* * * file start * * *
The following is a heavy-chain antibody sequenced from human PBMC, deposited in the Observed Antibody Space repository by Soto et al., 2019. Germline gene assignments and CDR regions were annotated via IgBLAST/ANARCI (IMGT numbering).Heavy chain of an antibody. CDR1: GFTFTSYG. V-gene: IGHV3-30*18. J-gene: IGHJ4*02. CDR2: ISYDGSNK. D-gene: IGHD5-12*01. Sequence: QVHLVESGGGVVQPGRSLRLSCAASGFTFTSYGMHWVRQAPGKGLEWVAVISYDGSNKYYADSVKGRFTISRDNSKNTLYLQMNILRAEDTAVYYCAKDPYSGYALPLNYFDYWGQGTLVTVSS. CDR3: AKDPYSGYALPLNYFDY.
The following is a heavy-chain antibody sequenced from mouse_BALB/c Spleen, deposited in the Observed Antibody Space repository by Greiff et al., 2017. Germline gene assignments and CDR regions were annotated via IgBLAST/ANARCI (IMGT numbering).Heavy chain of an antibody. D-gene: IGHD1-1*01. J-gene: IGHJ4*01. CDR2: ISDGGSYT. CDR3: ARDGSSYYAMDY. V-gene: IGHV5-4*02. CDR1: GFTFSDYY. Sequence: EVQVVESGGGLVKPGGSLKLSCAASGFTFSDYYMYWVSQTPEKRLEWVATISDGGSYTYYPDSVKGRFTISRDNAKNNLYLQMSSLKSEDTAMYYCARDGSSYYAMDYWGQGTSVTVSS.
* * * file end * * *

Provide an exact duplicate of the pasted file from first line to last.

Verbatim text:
The following is a heavy-chain antibody sequenced from human PBMC, deposited in the Observed Antibody Space repository by Soto et al., 2019. Germline gene assignments and CDR regions were annotated via IgBLAST/ANARCI (IMGT numbering).Heavy chain of an antibody. CDR1: GFTFTSYG. V-gene: IGHV3-30*18. J-gene: IGHJ4*02. CDR2: ISYDGSNK. D-gene: IGHD5-12*01. Sequence: QVHLVESGGGVVQPGRSLRLSCAASGFTFTSYGMHWVRQAPGKGLEWVAVISYDGSNKYYADSVKGRFTISRDNSKNTLYLQMNILRAEDTAVYYCAKDPYSGYALPLNYFDYWGQGTLVTVSS. CDR3: AKDPYSGYALPLNYFDY.
The following is a heavy-chain antibody sequenced from mouse_BALB/c Spleen, deposited in the Observed Antibody Space repository by Greiff et al., 2017. Germline gene assignments and CDR regions were annotated via IgBLAST/ANARCI (IMGT numbering).Heavy chain of an antibody. D-gene: IGHD1-1*01. J-gene: IGHJ4*01. CDR2: ISDGGSYT. CDR3: ARDGSSYYAMDY. V-gene: IGHV5-4*02. CDR1: GFTFSDYY. Sequence: EVQVVESGGGLVKPGGSLKLSCAASGFTFSDYYMYWVSQTPEKRLEWVATISDGGSYTYYPDSVKGRFTISRDNAKNNLYLQMSSLKSEDTAMYYCARDGSSYYAMDYWGQGTSVTVSS.